Those born on this date are under the sign of Gemini. They include poet/philosopher Ralph Waldo Emerson in 1803; YMCA leader and Nobel Peace Prize laureate John Mott in 1865; dancer Bill "Bojangles" Robinson in 1878; aircraft designer Igor Sikorsky in 1889; Yugoslavian leader Josip Broz Tito in 1892; heavyweight boxing champion Gene Tunney in 1897; humorist and publisher Bennett Cerf in 1898; songwriter Hal David in 1921; actor Claude Akins in 1926; spy novelist Robert Ludlum in 1927; opera singer Beverly Sills (born Belle Miriam Silverman) in 1929; basketball Hall of Fame member K.C. Jones in 1932 (age 82); Canadian writer W.P. Kinsella in 1935 (age 79); actors Dixie Carter in 1939 and Ian McKellen, also in 1939 (age 75); singer/actor Leslie Uggams and singer Jessi Colter, both in 1943 (age 71); Frank Oz (born Richard Frank Oznowicz), director, actor, puppeteer (Miss Piggy of The Muppets), in 1944 (age 70); actors Karen Valentine in 1947 (age 67) and Connie Sellecca in 1955 (age 59); Mike Myers in 1963 (age 51), Anne Heche in 1969 (age 45) and Cillian Murphy in 1976 (age 38); and former professional football player Brian Urlacher in 1978 (age 36).
On this date in history:
In 1787, with George Washington presiding, the first regular session of the Constitutional Convention, which drew up the Constitution of the United States, convened at Independence Hall in Philadelphia.
In 1878, "H.M.S. Pinafore," an operetta by Gilbert and Sullivan, opened in London.
In 1925, John Scopes was arrested for teaching the theory of evolution in a Tennessee high school, leading to a trial that became a media sensation. (Scopes was convicted and fined $100; the conviction was later overturned.)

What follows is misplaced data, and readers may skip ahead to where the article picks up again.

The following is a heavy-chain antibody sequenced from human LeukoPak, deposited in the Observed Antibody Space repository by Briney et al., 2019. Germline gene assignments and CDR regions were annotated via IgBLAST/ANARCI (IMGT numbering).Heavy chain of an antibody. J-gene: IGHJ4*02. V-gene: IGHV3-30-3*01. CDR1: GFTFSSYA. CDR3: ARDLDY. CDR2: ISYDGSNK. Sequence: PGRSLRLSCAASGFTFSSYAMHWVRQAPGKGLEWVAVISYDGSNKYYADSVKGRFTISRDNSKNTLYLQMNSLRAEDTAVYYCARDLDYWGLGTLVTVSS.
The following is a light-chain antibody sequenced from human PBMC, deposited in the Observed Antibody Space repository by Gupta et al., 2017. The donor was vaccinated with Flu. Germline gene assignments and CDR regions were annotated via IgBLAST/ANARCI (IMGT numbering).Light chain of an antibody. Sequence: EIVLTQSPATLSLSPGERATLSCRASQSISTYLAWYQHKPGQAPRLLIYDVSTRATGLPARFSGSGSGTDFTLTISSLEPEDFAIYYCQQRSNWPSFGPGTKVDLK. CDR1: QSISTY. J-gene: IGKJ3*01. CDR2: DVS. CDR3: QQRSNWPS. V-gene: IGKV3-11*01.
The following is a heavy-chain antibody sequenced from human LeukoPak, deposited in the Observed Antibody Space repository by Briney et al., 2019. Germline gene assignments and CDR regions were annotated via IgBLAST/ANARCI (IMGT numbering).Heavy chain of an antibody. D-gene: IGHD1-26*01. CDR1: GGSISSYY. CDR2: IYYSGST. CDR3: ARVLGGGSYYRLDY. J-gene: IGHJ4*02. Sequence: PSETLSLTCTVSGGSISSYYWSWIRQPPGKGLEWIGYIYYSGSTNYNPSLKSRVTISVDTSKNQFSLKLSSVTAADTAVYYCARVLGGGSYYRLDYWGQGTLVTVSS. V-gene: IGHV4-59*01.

In 1935, winding up his legendary career with the Boston Braves, Babe Ruth hit his 714th and last home run in his final game. (The record stood for 39 years until Hank Aaron, also with the Braves, although in Atlanta, broke it in 1974. Aaron went on to hit 755 homers and current record-holder Barry Bonds had 762.)
In 1961, U.S. President John F. Kennedy told a joint session of Congress of the plan to put a man on the moon by the end of the decade.
In 1977, the first installment of George Lucas' "Star Wars" film series was released.
In 1979, the crash of an American Airlines DC-10 on takeoff from Chicago's O'Hare International Airport killed 275 people.
In 1986, 5 million people formed a broken 4,000-mile human chain from Los Angeles to New York in "Hands Across America," to benefit the nation's homeless. The event raised $24.5 million.
In 1994, after living 20 years in exile, mostly in the United States, Russian author Alexander Solzhenitsyn returned to his homeland. He had been expelled after "The Gulag Archipelago," an expose of the Soviet prison camp system, was published in the West in 1974.
In 1997, mutinous soldiers seized power in Sierra Leone.
In 2008, NASA's Phoenix spacecraft made a smooth landing on Mars, completing a nine-month, 422-million-mile journey, setting down in the planet's frigid polar region where scientists hoped to find water.
In 2009, despite international warnings, North Korea reported it had launched a second nuclear missile test, with officials saying they were only boosting self-defense capabilities.
In 2011, "The Oprah Winfrey Show" broadcast its final original episode after 25 years on the air.
In 2012, private space company SpaceX's Dragon capsule became the first commercial cargo vessel to visit the International Space Station.
In 2013, amid tight security, about 3,000 people who had been in the Boston Marathon April 15 when bombs killed three people and injured scores of others returned to complete the final mile. One runner said the event, called OneRun, was "a great way to show the strength of Boston and the camaraderie in our city,"
A thought for the day: "When men reach their 60s and retire, they go to pieces. Women just go right on cooking." -- Gail Sheehy